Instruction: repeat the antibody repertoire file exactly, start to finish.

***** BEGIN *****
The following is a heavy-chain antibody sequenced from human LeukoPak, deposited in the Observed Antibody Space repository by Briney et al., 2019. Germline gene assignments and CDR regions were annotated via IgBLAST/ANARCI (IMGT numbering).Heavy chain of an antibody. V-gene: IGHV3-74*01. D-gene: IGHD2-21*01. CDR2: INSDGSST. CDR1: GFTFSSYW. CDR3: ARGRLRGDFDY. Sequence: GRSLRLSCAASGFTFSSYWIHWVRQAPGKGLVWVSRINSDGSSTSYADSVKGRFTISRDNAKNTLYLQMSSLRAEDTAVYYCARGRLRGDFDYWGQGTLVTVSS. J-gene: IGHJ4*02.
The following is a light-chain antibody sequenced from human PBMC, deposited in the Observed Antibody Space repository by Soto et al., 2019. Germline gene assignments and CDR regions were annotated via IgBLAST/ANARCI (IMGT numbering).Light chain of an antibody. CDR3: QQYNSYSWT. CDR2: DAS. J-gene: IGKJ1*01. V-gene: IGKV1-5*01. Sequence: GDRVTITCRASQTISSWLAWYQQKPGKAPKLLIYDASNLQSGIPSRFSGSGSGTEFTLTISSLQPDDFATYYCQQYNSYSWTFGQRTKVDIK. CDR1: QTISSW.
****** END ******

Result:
The following is a heavy-chain antibody sequenced from human LeukoPak, deposited in the Observed Antibody Space repository by Briney et al., 2019. Germline gene assignments and CDR regions were annotated via IgBLAST/ANARCI (IMGT numbering).Heavy chain of an antibody. V-gene: IGHV3-74*01. D-gene: IGHD2-21*01. CDR2: INSDGSST. CDR1: GFTFSSYW. CDR3: ARGRLRGDFDY. Sequence: GRSLRLSCAASGFTFSSYWIHWVRQAPGKGLVWVSRINSDGSSTSYADSVKGRFTISRDNAKNTLYLQMSSLRAEDTAVYYCARGRLRGDFDYWGQGTLVTVSS. J-gene: IGHJ4*02.
The following is a light-chain antibody sequenced from human PBMC, deposited in the Observed Antibody Space repository by Soto et al., 2019. Germline gene assignments and CDR regions were annotated via IgBLAST/ANARCI (IMGT numbering).Light chain of an antibody. CDR3: QQYNSYSWT. CDR2: DAS. J-gene: IGKJ1*01. V-gene: IGKV1-5*01. Sequence: GDRVTITCRASQTISSWLAWYQQKPGKAPKLLIYDASNLQSGIPSRFSGSGSGTEFTLTISSLQPDDFATYYCQQYNSYSWTFGQRTKVDIK. CDR1: QTISSW.